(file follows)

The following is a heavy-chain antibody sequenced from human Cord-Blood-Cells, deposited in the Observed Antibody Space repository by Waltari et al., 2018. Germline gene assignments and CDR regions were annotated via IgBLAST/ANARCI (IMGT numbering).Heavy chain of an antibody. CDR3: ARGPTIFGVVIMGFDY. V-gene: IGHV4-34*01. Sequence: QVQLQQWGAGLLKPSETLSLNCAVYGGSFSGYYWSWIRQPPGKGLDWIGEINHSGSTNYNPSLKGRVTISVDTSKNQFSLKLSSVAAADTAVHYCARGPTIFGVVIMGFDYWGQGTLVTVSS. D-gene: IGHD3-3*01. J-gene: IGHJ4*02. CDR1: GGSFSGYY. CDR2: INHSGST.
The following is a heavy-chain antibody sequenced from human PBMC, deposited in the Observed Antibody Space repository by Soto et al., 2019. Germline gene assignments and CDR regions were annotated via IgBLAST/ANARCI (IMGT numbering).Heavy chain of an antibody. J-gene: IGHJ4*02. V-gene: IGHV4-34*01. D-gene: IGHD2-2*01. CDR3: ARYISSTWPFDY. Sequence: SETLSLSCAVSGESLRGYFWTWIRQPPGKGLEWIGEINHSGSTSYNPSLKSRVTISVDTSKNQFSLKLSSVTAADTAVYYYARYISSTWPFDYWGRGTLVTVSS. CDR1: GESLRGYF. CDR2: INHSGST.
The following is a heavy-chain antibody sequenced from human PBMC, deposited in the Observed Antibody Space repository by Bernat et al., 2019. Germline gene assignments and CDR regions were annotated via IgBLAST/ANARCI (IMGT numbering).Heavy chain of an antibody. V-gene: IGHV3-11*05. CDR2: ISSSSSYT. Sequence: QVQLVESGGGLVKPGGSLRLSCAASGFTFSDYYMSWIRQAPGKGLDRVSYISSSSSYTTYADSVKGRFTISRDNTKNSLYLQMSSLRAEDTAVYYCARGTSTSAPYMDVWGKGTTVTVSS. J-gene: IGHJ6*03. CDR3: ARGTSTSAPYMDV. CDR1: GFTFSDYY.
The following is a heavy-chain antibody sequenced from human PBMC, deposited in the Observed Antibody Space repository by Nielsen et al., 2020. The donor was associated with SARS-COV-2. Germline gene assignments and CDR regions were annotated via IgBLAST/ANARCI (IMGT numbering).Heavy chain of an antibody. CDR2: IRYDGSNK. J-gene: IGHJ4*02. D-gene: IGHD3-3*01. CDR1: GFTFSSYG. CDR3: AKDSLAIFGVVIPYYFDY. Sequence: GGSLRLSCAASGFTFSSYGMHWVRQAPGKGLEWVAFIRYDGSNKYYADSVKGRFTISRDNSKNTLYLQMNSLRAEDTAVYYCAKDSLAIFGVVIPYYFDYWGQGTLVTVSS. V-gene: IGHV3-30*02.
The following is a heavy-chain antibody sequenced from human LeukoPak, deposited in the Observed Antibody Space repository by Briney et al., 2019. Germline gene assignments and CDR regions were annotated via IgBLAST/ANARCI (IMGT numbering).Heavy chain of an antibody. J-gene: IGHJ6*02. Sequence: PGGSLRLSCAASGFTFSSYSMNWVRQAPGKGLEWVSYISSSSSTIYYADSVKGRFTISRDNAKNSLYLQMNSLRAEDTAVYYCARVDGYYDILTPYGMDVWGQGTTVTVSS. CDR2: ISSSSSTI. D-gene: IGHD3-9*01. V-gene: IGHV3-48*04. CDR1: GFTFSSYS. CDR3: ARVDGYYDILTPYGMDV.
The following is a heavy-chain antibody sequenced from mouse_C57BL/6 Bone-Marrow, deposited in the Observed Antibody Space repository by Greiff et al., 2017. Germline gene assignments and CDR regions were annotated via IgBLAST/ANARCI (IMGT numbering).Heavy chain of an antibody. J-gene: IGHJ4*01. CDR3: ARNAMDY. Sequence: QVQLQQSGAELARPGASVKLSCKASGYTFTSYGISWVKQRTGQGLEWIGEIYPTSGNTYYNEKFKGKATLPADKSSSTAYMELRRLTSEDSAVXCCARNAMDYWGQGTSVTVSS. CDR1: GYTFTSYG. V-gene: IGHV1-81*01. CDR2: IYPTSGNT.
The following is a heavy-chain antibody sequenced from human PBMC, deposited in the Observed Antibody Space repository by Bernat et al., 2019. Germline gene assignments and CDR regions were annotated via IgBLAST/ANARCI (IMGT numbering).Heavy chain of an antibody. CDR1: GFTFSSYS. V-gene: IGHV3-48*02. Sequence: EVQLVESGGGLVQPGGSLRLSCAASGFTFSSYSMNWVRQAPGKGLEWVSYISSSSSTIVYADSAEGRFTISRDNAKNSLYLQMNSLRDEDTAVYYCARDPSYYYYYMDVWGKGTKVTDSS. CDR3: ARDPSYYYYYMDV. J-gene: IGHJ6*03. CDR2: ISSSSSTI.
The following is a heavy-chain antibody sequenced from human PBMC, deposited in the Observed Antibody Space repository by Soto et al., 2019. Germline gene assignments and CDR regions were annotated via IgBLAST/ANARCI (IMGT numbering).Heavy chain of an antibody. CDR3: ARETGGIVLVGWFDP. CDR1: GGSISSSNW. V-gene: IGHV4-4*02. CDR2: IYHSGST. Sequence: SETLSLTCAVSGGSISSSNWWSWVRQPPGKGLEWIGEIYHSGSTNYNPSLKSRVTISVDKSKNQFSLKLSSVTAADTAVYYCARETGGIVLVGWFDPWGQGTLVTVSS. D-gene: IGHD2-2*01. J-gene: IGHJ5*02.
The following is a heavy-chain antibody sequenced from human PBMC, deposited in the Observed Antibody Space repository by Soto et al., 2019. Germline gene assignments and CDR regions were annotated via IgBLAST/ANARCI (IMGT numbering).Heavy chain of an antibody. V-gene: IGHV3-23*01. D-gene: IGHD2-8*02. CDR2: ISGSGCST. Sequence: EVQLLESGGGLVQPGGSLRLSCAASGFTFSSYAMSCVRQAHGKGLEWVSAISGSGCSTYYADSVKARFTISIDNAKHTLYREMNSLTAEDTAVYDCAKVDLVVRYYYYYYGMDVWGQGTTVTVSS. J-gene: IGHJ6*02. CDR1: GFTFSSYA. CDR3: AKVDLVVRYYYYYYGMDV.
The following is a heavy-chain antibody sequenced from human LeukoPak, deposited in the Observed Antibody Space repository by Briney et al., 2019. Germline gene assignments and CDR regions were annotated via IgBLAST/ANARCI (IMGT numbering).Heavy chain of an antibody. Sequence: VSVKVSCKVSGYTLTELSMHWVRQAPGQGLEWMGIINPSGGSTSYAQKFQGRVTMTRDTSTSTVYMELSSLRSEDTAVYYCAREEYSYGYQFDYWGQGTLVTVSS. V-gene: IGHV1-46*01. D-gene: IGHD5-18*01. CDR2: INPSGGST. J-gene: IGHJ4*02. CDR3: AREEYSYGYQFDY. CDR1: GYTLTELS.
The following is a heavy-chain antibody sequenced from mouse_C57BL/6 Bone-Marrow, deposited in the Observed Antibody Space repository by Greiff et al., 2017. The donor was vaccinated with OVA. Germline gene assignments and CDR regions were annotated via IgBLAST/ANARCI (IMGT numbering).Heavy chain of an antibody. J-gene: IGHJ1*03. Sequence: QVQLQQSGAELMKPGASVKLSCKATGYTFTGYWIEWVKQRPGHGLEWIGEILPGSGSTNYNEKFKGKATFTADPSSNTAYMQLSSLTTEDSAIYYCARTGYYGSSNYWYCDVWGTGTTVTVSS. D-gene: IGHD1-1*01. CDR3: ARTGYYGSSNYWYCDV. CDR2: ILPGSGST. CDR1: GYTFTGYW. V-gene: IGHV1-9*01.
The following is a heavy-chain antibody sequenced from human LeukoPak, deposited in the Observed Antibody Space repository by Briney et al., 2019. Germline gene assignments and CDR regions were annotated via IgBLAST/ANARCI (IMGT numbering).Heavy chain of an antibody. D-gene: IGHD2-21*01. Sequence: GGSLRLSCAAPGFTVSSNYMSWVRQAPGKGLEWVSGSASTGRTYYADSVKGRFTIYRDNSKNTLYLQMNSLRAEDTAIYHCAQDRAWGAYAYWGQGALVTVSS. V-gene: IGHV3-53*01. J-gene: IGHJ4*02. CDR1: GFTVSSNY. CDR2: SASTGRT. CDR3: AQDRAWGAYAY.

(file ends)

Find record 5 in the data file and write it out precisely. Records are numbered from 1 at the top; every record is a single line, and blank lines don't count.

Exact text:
The following is a heavy-chain antibody sequenced from human LeukoPak, deposited in the Observed Antibody Space repository by Briney et al., 2019. Germline gene assignments and CDR regions were annotated via IgBLAST/ANARCI (IMGT numbering).Heavy chain of an antibody. J-gene: IGHJ6*02. Sequence: PGGSLRLSCAASGFTFSSYSMNWVRQAPGKGLEWVSYISSSSSTIYYADSVKGRFTISRDNAKNSLYLQMNSLRAEDTAVYYCARVDGYYDILTPYGMDVWGQGTTVTVSS. CDR2: ISSSSSTI. D-gene: IGHD3-9*01. V-gene: IGHV3-48*04. CDR1: GFTFSSYS. CDR3: ARVDGYYDILTPYGMDV.